I’ve been spending a lot of time this month updating the web page for my financial planning business. I’ve decided to move it completely across to WordPress using the Headway theme. This should help me with the SEO, and makes it a lot easier for me to add extra pages when I need to.
I’ve also been speaking with a couple of other financial planners about web sites. Usually the conversation goes something like this:
- They start off by telling me they have an existing web site but they don’t like it. Usually this is a templated web site provided by the financial planning business they’re associated with.
- They want to build a web site that’s more personalised.
- If they do this, they’ll magically get more clients overnight.
I then have to explain to them that it’s not that easy!
I’ve learnt a lot over the past three years about marketing on the internet. I’ve set up a few blogs, and worked hard to get my financial planning website ranking well for certain keywords. But getting traffic to your site is only one piece of the puzzle.
When people come to your site, what do you want them to do?
This comes back to the post title – What is the purpose of your web site? When I ask planners this question, many of them can’t answer it.
When it comes to my financial planning website, I know exactly what the purpose of the site is and what I want people to do.
The web site exists for two reasons:
- To stay connected with existing clients and pass on information to them.
- To provide potential new clients with enough information on our business so they pick up the phone and call me to make an appointment.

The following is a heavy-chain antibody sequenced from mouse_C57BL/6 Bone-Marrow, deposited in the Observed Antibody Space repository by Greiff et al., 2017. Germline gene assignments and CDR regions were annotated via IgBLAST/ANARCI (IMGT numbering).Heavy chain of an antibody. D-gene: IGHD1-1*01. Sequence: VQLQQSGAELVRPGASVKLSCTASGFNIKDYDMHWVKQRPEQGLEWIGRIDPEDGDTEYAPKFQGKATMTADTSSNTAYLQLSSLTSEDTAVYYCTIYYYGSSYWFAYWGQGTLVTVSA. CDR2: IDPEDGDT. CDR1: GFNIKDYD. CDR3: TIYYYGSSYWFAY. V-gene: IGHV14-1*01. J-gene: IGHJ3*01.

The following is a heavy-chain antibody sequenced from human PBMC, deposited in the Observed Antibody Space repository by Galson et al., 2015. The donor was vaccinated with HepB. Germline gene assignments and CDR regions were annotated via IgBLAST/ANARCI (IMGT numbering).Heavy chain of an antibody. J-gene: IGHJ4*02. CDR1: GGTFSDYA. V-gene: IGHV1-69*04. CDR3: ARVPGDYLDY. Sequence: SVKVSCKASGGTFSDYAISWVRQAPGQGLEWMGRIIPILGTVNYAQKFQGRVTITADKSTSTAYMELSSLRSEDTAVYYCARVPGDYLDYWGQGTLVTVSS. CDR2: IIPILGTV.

So when people come to our website, our phone number is very prominently displayed on every page. At the end of every article is a call to action, suggesting that they call us to make an appointment. The website message is geared around providing information, but encouraging people to take the next step and contact me.
That’s Plan A. Plan B comes into play of people don’t want to pick up the phone at that point. If people don’t want to make an appointment, that’s fine, but I’d like to be able to keep in touch with them. To do this I have a sign-up box on every page for our Aweber email list. When people sign up we’ll send them regular, topical information that helps them learn more about our business. As they learn more about us, hopefully they’ll get in touch with us when they’re ready to get financial advice.
But the important thing is that the web site provides relevant content to our readers. And they can see that it’s updated regularly so they need to come back.
So when I speak with financial planners about their websites, I want to know what the purpose of their site is. A site built to generate leads could look very different to one that’s aimed at existing clients.
So what’s the purpose of your web site?
Are you blogging because you enjoy it, and just want to share information with people. Profit may not be your main goal.
On the other hand are you trying to make a living from blogging and marketing on the internet? The purpose of your web site may be quite different.
There’s no one ‘right’ answer – it’s whatever is right for you. The important thing is to take the time to decide on why your website exists.
Leave a comment below and let me know what the purpose of your website is.
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